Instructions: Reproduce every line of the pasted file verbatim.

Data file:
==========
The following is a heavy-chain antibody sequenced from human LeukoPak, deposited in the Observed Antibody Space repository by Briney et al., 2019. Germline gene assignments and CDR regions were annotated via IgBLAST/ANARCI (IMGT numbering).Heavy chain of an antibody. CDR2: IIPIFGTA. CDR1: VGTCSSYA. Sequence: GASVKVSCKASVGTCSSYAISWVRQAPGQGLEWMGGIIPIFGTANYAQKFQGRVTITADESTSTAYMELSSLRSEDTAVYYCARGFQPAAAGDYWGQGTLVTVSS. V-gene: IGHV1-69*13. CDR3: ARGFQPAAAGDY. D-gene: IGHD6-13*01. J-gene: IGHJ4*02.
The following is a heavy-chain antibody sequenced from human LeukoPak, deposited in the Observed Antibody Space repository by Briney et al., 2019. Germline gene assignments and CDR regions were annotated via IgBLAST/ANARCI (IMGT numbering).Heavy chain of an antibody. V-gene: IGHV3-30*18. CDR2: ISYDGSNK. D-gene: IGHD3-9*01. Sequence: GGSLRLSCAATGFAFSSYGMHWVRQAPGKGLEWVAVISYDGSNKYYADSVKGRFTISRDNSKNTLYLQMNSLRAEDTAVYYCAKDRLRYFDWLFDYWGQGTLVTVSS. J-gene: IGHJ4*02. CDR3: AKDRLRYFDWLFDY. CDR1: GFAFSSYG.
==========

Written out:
The following is a heavy-chain antibody sequenced from human LeukoPak, deposited in the Observed Antibody Space repository by Briney et al., 2019. Germline gene assignments and CDR regions were annotated via IgBLAST/ANARCI (IMGT numbering).Heavy chain of an antibody. CDR2: IIPIFGTA. CDR1: VGTCSSYA. Sequence: GASVKVSCKASVGTCSSYAISWVRQAPGQGLEWMGGIIPIFGTANYAQKFQGRVTITADESTSTAYMELSSLRSEDTAVYYCARGFQPAAAGDYWGQGTLVTVSS. V-gene: IGHV1-69*13. CDR3: ARGFQPAAAGDY. D-gene: IGHD6-13*01. J-gene: IGHJ4*02.
The following is a heavy-chain antibody sequenced from human LeukoPak, deposited in the Observed Antibody Space repository by Briney et al., 2019. Germline gene assignments and CDR regions were annotated via IgBLAST/ANARCI (IMGT numbering).Heavy chain of an antibody. V-gene: IGHV3-30*18. CDR2: ISYDGSNK. D-gene: IGHD3-9*01. Sequence: GGSLRLSCAATGFAFSSYGMHWVRQAPGKGLEWVAVISYDGSNKYYADSVKGRFTISRDNSKNTLYLQMNSLRAEDTAVYYCAKDRLRYFDWLFDYWGQGTLVTVSS. J-gene: IGHJ4*02. CDR3: AKDRLRYFDWLFDY. CDR1: GFAFSSYG.